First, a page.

Michael J. Davey, Esquire
Employment Law Department
Eckell Sparks Law Firm
No, not the world (at least I don’t think that’s this year… I’ll have to consult my Aztec calendar). But with the closing of the wonderful, smile-ridden, joyous year that was 2020, comes another ending—COVID-related leave under the Families First Coronavirus Relief Act (“FFCRA”).
I first wrote about the FFRCA and its emergency sick leave and extended family leave provisions here, way back in March when Congress passed the new law. As a quick recap, the FFCRA generally allowed covered employees to take up to 80 hours of paid sick leave because of a government-issued quarantined order, if they had to stay home to care for themselves or a family member who contracted COVID, or if they had to stay home to care for a child under 18 because of a COVID-related school closure. And (most relevant to the current developments) the FFCRA also amended the Family and Medical Leave Act to allow up to 10 weeks of paid leave for a parent who needed to stay home with a child who was attending school fully-virtual or on a hybrid model. Under the original law, those COVID-related leave laws were set to expire on December 31.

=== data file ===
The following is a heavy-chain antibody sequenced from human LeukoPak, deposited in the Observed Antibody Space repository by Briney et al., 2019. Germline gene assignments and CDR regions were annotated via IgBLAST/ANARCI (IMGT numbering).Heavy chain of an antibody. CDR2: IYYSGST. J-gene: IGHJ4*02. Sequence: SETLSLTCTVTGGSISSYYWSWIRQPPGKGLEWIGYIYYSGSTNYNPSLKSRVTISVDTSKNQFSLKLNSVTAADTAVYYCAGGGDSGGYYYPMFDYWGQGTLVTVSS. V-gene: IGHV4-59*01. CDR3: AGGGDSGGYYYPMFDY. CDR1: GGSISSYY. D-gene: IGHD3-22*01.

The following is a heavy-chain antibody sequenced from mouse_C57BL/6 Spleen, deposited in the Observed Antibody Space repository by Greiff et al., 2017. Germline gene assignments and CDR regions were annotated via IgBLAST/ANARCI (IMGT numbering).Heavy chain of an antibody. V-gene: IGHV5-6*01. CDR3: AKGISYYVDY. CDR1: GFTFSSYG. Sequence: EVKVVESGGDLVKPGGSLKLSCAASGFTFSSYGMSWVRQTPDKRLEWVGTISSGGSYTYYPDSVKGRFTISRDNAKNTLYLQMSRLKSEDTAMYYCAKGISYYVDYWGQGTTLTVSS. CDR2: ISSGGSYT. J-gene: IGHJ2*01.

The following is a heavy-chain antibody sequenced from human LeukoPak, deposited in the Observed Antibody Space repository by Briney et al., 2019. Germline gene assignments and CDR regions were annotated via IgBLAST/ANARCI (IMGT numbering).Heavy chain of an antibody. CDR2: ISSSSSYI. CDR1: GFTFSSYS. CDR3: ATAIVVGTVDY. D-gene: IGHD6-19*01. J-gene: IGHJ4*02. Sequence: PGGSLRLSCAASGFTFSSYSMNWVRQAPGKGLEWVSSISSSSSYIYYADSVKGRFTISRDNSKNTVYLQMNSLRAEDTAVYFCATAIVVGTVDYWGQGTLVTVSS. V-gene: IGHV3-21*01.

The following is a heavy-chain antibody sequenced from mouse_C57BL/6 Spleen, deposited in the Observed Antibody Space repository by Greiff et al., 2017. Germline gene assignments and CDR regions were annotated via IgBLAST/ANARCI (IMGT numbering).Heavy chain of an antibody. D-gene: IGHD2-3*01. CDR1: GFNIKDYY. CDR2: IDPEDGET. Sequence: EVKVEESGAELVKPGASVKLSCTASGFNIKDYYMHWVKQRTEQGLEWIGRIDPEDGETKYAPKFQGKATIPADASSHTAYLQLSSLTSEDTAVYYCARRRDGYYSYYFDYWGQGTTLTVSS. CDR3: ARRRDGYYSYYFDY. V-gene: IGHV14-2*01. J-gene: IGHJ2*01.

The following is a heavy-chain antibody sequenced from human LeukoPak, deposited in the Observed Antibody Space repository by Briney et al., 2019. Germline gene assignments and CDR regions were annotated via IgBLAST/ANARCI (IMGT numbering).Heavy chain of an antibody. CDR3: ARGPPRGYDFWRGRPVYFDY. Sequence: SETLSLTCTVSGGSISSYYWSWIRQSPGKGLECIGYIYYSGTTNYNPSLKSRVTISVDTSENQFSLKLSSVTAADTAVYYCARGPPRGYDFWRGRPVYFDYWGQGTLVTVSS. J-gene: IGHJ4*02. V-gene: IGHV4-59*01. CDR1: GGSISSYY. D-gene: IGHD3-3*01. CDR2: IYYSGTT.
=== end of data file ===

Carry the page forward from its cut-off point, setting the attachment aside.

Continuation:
When the latest COVID-relief bill was being batted around the halls of Capitol Hill, there was a lot of hope / optimism /wishful thinking that Congress would extend the FFCRA beyond January 1.
This past Sunday, President Trump signed the latest pandemic aid bill into law, which did not include any provision extending the mandatory leave provisions of the FFCRA.
What the new law did do, however, is allow employers who voluntarily provide FFCRA-qualifying leave after January 1 to take the same quarterly tax credits they have been eligible for since April, 2020. But after December 31, employers will no longer be required to provide FFCRA leave to their employees.
It’s possible that once the Biden Administration takes over, legislative priorities might change and Congress could try and reincarnate mandatory COVID-related employment leave. Until that point, however, I see a potential battle looming between employers and employees who have school-age children who will need to return to school on a fully-virtual or hybrid schedule after the winter holiday break. The employers (naturally) are going to want their employees to work. The employees (understandably) will need to have child care for their kids while not sacrificing their jobs. And currently, there are no state-law leave protections in Pennsylvania that address this situation. So how this tension resolves itself remains to be seen.
In the interim, Happy New Year! I would wish everyone a better year to come, but that’s a pretty low bar.
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